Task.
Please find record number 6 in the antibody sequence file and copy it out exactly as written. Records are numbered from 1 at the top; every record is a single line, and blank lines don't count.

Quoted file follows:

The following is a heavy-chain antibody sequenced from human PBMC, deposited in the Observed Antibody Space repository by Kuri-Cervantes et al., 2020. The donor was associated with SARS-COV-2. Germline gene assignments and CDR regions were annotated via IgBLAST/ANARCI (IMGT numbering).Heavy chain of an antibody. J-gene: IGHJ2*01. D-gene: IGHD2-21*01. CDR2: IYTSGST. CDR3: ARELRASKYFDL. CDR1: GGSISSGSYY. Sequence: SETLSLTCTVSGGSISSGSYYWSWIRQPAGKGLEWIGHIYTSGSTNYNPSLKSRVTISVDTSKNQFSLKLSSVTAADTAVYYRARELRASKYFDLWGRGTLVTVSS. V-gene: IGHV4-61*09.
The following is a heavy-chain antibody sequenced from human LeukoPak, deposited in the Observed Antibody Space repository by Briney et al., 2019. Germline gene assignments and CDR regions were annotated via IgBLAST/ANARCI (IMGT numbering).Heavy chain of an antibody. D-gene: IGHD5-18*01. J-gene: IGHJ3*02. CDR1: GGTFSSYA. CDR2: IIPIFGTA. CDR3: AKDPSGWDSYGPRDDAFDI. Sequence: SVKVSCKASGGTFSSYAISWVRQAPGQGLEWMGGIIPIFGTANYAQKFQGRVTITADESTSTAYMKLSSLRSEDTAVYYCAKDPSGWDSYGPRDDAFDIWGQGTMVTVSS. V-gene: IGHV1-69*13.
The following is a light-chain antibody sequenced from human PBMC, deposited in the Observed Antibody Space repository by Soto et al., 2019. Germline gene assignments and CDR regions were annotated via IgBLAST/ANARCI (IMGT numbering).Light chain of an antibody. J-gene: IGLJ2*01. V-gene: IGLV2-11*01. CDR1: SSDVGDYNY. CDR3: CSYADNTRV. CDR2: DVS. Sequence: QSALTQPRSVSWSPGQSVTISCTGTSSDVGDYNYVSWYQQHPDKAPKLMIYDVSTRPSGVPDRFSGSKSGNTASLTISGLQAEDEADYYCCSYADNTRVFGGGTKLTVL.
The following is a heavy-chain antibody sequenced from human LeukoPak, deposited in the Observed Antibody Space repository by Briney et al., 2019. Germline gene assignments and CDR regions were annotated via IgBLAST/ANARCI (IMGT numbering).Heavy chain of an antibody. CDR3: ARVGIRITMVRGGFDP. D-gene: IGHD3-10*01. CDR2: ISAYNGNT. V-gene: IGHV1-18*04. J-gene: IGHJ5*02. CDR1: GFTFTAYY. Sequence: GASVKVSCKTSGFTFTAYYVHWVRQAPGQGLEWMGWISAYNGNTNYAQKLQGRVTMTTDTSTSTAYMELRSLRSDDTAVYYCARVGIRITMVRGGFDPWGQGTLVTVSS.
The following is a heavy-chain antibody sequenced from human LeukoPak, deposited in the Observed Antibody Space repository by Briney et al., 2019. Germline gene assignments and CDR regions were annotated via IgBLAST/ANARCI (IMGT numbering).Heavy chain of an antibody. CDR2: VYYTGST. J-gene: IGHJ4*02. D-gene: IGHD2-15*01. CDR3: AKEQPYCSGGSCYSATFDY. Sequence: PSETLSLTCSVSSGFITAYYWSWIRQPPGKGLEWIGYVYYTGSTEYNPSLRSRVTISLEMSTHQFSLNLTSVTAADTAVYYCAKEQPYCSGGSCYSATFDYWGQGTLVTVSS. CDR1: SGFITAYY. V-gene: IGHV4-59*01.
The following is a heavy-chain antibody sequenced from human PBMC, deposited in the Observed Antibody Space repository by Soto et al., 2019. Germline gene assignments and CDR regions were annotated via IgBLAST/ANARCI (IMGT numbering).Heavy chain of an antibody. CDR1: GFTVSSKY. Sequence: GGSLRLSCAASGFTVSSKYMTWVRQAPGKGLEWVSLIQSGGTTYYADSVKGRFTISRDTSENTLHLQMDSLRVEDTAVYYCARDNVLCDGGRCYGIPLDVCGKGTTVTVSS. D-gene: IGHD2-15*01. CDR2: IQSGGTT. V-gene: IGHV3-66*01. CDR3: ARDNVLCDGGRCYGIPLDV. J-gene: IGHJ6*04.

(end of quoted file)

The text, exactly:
The following is a heavy-chain antibody sequenced from human PBMC, deposited in the Observed Antibody Space repository by Soto et al., 2019. Germline gene assignments and CDR regions were annotated via IgBLAST/ANARCI (IMGT numbering).Heavy chain of an antibody. CDR1: GFTVSSKY. Sequence: GGSLRLSCAASGFTVSSKYMTWVRQAPGKGLEWVSLIQSGGTTYYADSVKGRFTISRDTSENTLHLQMDSLRVEDTAVYYCARDNVLCDGGRCYGIPLDVCGKGTTVTVSS. D-gene: IGHD2-15*01. CDR2: IQSGGTT. V-gene: IGHV3-66*01. CDR3: ARDNVLCDGGRCYGIPLDV. J-gene: IGHJ6*04.